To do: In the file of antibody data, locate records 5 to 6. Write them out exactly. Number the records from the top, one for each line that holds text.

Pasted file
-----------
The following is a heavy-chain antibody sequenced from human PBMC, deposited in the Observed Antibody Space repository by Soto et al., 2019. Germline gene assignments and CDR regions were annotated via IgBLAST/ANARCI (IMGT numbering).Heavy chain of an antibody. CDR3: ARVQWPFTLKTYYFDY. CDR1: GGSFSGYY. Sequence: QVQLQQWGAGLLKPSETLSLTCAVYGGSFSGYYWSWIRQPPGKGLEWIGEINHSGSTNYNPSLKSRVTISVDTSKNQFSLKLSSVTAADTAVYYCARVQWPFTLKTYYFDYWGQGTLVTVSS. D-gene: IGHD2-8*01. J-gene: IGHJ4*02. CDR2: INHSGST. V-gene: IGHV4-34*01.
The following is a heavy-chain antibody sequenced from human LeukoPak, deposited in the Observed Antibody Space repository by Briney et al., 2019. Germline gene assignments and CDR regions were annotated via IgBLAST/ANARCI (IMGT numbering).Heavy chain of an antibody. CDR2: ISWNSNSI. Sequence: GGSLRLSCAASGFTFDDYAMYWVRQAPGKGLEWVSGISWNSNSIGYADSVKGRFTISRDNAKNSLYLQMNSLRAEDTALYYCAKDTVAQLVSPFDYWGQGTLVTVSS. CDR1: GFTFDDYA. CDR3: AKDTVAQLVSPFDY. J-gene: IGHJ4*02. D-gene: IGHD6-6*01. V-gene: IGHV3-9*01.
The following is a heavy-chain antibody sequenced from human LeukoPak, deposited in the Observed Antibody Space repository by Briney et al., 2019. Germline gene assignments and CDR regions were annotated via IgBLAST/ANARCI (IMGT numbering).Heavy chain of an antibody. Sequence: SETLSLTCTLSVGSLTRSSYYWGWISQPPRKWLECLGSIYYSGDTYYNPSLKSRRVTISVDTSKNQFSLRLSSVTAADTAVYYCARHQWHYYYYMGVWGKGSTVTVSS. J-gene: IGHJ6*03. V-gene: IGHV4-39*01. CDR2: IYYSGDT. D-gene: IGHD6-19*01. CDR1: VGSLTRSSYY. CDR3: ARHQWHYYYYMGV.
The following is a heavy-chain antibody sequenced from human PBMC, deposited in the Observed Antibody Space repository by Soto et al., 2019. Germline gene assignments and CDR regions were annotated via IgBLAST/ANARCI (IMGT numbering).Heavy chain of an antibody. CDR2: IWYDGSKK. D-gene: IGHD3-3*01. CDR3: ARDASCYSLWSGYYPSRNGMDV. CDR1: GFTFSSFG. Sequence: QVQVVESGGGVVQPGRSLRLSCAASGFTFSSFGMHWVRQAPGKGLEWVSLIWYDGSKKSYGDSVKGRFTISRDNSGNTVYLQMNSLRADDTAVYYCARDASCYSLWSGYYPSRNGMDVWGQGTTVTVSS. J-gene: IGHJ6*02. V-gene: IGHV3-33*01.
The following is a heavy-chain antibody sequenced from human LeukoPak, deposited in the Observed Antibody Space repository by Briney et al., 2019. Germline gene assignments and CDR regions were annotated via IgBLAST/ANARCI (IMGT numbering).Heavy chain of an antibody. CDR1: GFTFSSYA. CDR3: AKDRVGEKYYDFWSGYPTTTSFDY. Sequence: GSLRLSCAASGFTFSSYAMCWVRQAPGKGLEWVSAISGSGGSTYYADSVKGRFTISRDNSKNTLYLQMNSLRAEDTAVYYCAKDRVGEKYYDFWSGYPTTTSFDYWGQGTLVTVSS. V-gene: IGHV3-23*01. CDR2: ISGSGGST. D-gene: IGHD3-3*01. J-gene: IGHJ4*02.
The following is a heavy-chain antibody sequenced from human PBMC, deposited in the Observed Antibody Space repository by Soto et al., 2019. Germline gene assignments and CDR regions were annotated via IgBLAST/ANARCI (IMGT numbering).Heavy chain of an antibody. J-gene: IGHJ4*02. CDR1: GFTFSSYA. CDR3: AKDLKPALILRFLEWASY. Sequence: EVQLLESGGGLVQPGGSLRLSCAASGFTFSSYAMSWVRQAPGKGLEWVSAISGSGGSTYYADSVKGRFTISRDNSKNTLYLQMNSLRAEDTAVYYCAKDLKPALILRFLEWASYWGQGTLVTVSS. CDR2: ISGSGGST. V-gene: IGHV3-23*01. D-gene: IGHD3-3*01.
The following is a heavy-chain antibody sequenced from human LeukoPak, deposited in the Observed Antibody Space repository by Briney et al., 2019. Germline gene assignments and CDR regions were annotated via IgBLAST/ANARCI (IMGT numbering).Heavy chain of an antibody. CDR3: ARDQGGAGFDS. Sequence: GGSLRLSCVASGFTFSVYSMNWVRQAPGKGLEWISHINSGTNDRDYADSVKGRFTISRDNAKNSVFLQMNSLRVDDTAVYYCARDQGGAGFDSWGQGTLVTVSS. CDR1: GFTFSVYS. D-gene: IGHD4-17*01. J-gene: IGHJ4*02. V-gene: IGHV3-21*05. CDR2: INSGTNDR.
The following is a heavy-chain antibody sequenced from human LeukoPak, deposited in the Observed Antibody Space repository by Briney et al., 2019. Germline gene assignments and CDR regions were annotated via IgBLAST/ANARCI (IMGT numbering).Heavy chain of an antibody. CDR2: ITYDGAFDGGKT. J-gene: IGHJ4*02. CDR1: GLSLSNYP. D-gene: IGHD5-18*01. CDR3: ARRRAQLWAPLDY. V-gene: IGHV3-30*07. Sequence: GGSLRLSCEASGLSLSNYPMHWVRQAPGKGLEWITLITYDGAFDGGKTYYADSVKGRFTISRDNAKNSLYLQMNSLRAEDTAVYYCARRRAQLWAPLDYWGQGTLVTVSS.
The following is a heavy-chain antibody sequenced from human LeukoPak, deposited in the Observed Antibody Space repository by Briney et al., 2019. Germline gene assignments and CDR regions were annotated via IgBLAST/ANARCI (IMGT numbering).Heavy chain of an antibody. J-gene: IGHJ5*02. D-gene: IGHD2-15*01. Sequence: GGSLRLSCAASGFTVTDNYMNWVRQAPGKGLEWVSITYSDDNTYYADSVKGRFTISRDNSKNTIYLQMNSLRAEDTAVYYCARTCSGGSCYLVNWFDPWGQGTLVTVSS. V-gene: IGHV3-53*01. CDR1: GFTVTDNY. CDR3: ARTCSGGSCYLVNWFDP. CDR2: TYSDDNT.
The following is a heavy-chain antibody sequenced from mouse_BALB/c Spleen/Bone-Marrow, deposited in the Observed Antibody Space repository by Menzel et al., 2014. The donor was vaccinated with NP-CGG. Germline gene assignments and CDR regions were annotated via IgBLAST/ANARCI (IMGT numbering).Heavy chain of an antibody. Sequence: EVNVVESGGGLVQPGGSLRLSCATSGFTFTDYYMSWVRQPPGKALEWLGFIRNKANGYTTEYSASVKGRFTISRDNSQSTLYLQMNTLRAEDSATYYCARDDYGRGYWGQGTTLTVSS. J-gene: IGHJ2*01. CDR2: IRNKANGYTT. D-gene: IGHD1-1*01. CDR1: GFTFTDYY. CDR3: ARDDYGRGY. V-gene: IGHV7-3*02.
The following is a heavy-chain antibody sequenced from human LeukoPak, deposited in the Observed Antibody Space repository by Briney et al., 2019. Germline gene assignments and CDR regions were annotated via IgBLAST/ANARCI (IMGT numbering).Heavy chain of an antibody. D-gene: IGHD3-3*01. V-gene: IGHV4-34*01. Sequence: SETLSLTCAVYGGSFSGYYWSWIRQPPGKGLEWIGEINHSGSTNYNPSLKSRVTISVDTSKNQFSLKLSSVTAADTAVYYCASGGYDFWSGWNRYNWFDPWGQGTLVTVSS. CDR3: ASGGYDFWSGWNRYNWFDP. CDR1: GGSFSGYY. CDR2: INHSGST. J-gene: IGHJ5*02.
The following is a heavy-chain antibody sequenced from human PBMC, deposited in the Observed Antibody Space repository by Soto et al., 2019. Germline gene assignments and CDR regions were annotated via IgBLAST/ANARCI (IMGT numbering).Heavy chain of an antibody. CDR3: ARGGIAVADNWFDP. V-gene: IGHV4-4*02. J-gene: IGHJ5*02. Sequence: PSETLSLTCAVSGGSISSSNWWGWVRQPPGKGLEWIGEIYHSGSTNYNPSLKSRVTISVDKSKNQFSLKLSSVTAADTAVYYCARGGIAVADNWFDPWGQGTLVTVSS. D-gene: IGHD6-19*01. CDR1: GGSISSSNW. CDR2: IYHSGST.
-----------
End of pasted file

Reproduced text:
The following is a heavy-chain antibody sequenced from human LeukoPak, deposited in the Observed Antibody Space repository by Briney et al., 2019. Germline gene assignments and CDR regions were annotated via IgBLAST/ANARCI (IMGT numbering).Heavy chain of an antibody. CDR1: GFTFSSYA. CDR3: AKDRVGEKYYDFWSGYPTTTSFDY. Sequence: GSLRLSCAASGFTFSSYAMCWVRQAPGKGLEWVSAISGSGGSTYYADSVKGRFTISRDNSKNTLYLQMNSLRAEDTAVYYCAKDRVGEKYYDFWSGYPTTTSFDYWGQGTLVTVSS. V-gene: IGHV3-23*01. CDR2: ISGSGGST. D-gene: IGHD3-3*01. J-gene: IGHJ4*02.
The following is a heavy-chain antibody sequenced from human PBMC, deposited in the Observed Antibody Space repository by Soto et al., 2019. Germline gene assignments and CDR regions were annotated via IgBLAST/ANARCI (IMGT numbering).Heavy chain of an antibody. J-gene: IGHJ4*02. CDR1: GFTFSSYA. CDR3: AKDLKPALILRFLEWASY. Sequence: EVQLLESGGGLVQPGGSLRLSCAASGFTFSSYAMSWVRQAPGKGLEWVSAISGSGGSTYYADSVKGRFTISRDNSKNTLYLQMNSLRAEDTAVYYCAKDLKPALILRFLEWASYWGQGTLVTVSS. CDR2: ISGSGGST. V-gene: IGHV3-23*01. D-gene: IGHD3-3*01.